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What to do when you're not so fond of your child's friend

Childhood friendships can be so sweet, but what if you find yourself in a situation when your child is associating themselves with a purported "bad apple".  How do you deal with this situation?  Paige recently emailed us for your advice.  She writes:

I'm excited summer's here but not so excited about the fact that this means that my son's new friend (and also one of our neighbors) will be a constant presence.  Up until now, I've been very fond of my son's friends and happy to have them running amok, but I am not so fond of this new friend. Just today the ideas that the new friend had including introducing him to using questionable language and ideas such as taking his money to buy ice cream.  These were ideas that I happened to be within earshot of hearing.  While I think these ideas in itself do not inflict himself harm, he's 6 years old and these are choices that I am not quite ready for him to make on his own.  I am also not so thrilled about the negative influence that this child has on my son.  Have you found yourself not so fond of your child's friend?  If you have, do you let it go, or do you set limits on those friendships? Also, how do you go about setting those limits on a friend who constantly invites himself over?

Comments

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I think that you can totally set the limits about what is ok/not ok at your house. Be really clear with this boy, and if he breaks it, end the playdate, explain that he needs to go home because of X, and then follow through. He will learn to follow your rules if he really wants to be at your house.
Talk with your son, too. Let him know at his level about your concerns. Give him some words that he can use with this boy when he feels like things are not appropriate.

I totally understand!

I had issues galore with a friend who treated my child very poorly (yelling, hitting, etc.) and who was been very passive aggressive in our house..."woops! I just 'dropped' it!" kind of thing.

Luckily, my child has slowly evolved out of the friendship. Hopefully the same will happen for you. It was ultimately good, I believe, that the friendship didn't end because I forced it to. I only advised my child on how I believed friends should treat friends and what expectations should be....

It is a lot easier when they are young kids, The solution is easy since we parents can stop the friendship by busying them with other activities. Once they are older it is harder to keep them away from friends we do not approve of.

I agree completely with mamame. Be super-clear about what's ok at your house. Call him on the language; explain that those are words we don't say here. Yep, if he wants to be over so much, he will follow your rules.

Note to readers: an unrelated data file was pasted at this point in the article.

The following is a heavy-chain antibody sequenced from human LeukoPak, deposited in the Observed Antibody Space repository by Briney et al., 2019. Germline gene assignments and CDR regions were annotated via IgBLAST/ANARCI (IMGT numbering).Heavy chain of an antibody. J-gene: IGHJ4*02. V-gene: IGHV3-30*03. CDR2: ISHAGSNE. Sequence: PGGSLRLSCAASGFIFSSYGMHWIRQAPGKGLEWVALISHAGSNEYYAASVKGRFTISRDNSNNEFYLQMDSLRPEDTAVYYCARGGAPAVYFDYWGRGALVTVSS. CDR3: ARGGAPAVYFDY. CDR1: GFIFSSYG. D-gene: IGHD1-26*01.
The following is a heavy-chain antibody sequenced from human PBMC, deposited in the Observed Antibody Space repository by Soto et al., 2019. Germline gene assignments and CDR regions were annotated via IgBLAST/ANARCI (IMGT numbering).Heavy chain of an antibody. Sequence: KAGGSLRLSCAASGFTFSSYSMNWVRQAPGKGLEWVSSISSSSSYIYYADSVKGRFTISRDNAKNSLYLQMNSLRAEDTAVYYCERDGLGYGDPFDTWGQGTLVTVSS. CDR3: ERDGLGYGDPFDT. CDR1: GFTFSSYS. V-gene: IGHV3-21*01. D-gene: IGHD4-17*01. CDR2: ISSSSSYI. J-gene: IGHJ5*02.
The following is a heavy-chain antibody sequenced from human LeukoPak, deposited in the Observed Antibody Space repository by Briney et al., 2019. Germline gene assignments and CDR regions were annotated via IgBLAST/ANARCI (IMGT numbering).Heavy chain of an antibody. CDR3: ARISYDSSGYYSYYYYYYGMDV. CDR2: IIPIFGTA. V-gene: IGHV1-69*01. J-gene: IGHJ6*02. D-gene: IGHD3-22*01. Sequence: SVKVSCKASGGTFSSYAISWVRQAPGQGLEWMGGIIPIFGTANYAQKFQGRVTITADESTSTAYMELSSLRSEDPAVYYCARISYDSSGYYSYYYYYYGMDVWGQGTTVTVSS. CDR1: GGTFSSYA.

However, when it comes to a kid who invites himself over constantly, you need to have a frank talk with the parent. It's not fair for you to have to deal with him all the time, especially if you're not particularly fond of him. You might want to tell his parent that these days/times are good for you and that you're busy otherwise.

I have a situation a bit like this, except the kid in question is not a near neighbor, thank goodness, and my child is younger.
It is difficult and I waver on whether I should try to cut the relationship off, but for now I am focusing on helping my child use his own brain.

As a parent let your child know what is and is not exceptible in your house apply those same standards to visitors, If his/her friend can not behave then tell him/her he is going to need to go home. As for unannounced visits, now is a good time to set the standard of you need to call before you come over and have him or his parent call first, this also makes it easier in keeep them apart if you so choose to.

for unexpected visits.. why not just say - "my son cannot play right now" or "we are having family time" or "a family day". I even had a friend when i was growing up who wouldput a asign on their front door for homework time/nap time/etc.

yeah, put the kibosh on that. it's hard, but with your kid being only six, you still decide. it might be easier if you have other choices, like we can't play with X but we can do this, and it's also a good way to talk about how we choose friends. friends are people we love but also who love us back, show us respect and honor us and the people we love. friends help us aim for higher ground, challenge us to be better. sounds like this kid's not doing that.

i think one of the reasons this is hard is that sometimes as adults we stay friends with people we disapprove of for fear of confrontation. since it's an unresolved issue for some of us, we're still not sure how to help our kids. end it.

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